Orthodox Judaism provides an example of how societies rooted in traditions other than modern capitalism have functionally recognized the intrinsic value of domestic labor. Modern feminism can use this model as a reminder of the importance of valuing domestic labor to provide support both for people striving to break glass ceilings, and for people choosing domestic roles, regardless of gender.

On March 3, 2021, Senators Amy Klobuchar and Tammy Duckworth introduced the “Marshall Plan for Moms” resolution to Congress. As the plan—and the feminist values it stands for—gains momentum, American systems will expose just how prepared they are to place appreciable value on domestic labor. And as they do (or don’t), perhaps modern feminism will learn to take a page from Orthodox Judaism. Domestic work is work. It’s time to pay up.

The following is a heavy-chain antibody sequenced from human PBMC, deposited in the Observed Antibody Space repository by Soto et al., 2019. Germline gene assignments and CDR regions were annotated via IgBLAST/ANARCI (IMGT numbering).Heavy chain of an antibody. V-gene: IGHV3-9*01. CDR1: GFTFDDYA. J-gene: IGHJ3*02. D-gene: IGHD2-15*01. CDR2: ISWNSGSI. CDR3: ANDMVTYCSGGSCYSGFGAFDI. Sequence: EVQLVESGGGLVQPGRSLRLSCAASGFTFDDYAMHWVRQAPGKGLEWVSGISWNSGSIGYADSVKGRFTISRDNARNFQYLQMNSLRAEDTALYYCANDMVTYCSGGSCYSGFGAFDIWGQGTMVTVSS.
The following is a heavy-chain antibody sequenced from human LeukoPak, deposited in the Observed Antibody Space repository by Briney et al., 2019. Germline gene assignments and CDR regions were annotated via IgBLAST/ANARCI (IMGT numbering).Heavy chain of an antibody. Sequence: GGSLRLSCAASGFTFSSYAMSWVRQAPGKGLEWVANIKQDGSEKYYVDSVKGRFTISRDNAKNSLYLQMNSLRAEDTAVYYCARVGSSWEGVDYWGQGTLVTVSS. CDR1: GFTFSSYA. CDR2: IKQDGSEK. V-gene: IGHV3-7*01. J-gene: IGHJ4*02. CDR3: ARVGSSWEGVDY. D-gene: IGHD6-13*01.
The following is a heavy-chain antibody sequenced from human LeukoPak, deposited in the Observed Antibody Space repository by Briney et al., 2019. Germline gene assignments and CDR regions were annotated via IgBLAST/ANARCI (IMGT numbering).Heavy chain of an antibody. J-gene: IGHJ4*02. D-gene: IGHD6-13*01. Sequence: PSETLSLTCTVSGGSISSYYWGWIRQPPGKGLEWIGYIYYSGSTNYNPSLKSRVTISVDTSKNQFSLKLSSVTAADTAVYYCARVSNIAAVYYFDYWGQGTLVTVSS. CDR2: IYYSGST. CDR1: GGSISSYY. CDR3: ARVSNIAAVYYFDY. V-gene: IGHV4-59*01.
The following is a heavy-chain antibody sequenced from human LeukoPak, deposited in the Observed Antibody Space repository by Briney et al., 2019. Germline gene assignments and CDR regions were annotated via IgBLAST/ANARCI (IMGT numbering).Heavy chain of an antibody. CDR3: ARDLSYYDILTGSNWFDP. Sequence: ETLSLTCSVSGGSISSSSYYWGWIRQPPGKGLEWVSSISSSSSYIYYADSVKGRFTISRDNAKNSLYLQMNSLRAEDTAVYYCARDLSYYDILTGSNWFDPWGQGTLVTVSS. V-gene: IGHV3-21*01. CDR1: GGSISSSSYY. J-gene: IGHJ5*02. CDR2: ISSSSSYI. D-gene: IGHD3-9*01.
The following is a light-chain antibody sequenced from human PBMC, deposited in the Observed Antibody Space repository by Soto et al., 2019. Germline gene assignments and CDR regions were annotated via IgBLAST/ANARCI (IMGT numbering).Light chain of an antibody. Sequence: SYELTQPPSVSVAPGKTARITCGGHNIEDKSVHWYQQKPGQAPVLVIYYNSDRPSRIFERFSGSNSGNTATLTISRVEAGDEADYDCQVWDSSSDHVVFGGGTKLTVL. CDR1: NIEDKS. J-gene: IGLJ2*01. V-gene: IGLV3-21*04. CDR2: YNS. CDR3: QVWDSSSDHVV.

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How to cite this page

Klibaner-Schiff, Ellie. "Domestic Labor: Where Feminism and Orthodox Judaism Agree." 25 March 2021. Jewish Women's Archive. (Viewed on February 24, 2024) <>.